Snorri Hallgrímsson, the coastline where image and sound merge
Just as the cold, blue meltwater of the Icelandic glaciers mixes with the dark water of the ocean, the images and sounds of Snorri Hallgrímsson flow into a dramatic coastline, where the sunset every night marks the melancholy divide between light and dark. A dynamic conversation with a sound artist on the border between film and music.
Snorri looks relaxed and tells enthusiastically. Also about his musical youth in Reykjavik. “I had a very classical musical education. My parents sang in a choir, like so many in Iceland. There were two pianos in our house and my three older sisters also played music.” Still, Snorri is the only one in the family who made music his profession. Snorri is music, originally trained as a classical guitarist. “In addition, I have always listened to music, to all kinds of genres. And I watched a lot of movies. That way I unconsciously learned to appreciate the film music as well. ” Which later made him deliberately choose to further develop his skills in composing film music. “That was my dream, my ambition. It’s almost magical when you watch a movie and you know you can compose the music with it. ”
His good friend and musician / composer Ólafur Arnalds showed Snorri the way along the exciting coastline where image and sound meet. Ólafur took him on a number of exciting projects for film and TV, such as the famous British TV series Broadchurch. “I was Olafur’s right hand and did all the musical things behind the scenes.” Both clearly complemented each other: “I was classically trained, he was more from the studio world. I have learned a lot from his world. Ólafur is simply a fantastic producer. ” It resulted in five years of close collaboration. And now I’ve been working without him for a year or two. That was a natural development, not really a choice…”
Of course Snorri learned a lot from Ólafur Arnalds. “It sure is, but I try to avoid becoming like him, especially since we both play slow, melancholy music.” But others have also shaped Snorri’s music, from classical and choral music to pop and rock. And of course also composers, such as Gustavo Santaolalla, who won an Oscar for his film music for “Babel”. Or John Tavener, who worked a lot with choirs. “His use of peace and space, without haste, great… but also popular music has shaped me, such as Led Zeppelin, Genesis; And certainly Depêche Mode: the vocals, the use of electronics. ” Not surprisingly, he also mentions Ryuichi Sakamoto as a natural source of inspiration.
In 2018 Snorri released “Orbit”, his first solo album. This was, perhaps unexpectedly, not a soundtrack, but an album with his own songs. As with many debut albums, Snorri also tried to write everything he thought and felt until then together in one record. “I did a lot of things at the same time, but I am very proud of it. Not only on the artistic part, but also on the process. It was really a leap of faith, because I did almost everything myself.” The lyrics are a co-production with his wife, also a singer-songwriter. “The lyrics are kept rather vague so that everyone can put their own emotional world into it.”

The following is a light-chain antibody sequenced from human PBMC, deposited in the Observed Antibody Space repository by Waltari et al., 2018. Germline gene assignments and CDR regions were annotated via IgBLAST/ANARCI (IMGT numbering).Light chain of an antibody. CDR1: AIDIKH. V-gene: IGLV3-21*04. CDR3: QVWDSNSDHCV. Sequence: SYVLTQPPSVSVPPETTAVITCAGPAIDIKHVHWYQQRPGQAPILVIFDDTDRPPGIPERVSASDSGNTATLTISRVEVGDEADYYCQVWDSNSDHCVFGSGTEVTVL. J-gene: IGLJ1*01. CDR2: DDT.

Where Snorri prefers to pull the different musical strings “like a marionette player” in his own music, his role as a film composer is another. “With a film you already have fixed parameters, such as the atmosphere, the length of the scenes. And you have to satisfy several people. My music comes from my head and from my heart. And when someone says, “No, that’s not good… It hurts, although I don’t have to take it personally. It has to fit with the film, that’s the goal. ”
His second album was the previously anticipated soundtrack, named after the movie. “Chasing the present” is a documentary film, screened at various film festivals. “Photographic especially very strong. I was asked for the music, on the recommendation of Ólafur, great right?”
And, hot off the press, there is even a third and fourth album now. “Two EPs, ‘Part One’ and ‘Part Two’, with partly a collection of songs I already had, partly new songs. But no new ‘Orbit’,” Snorri emphasizes. “The musical landscape is the same, but the EPs are more naked, with only piano and strings. Both have their own atmosphere, so they became two separate works. ”
The Icelandic Snorri Hallgrímsson clearly makes atmospheric music. But what makes his sound ‘typical Snorri Hallgrímsson’? “The harmony, regardless of which instruments I write for. The melancholic atmosphere, yet powerful. Expressive, with a relationship between light and dark.” And typically Icelandic? Or maybe that doesn’t exist? He sighs; has heard that question more often. “I was born and raised here, but I write my music in a dark, windowless studio… The apparent relationship of the landscapes to my music only arises in the listener’s mind. It is not my inspiration. I’m not writing about a glacier. My inspiration lies in music in general, and film music in particular. But I don’t deny that my music evokes a feeling of the grand Icelandic landscape. ”
Snorri leans back, seems very satisfied. He dreams, dreams away about his future. “In which I can create even more beautiful things. Alone and with people I feel comfortable with. My own songs. My film music.” Snorri dreams on … And as the sun slowly sets and its last rays drape over the dark blue water of the ocean, the credits of another endless day appear on the screen. … Music composed by Snorri Hallgrímsson …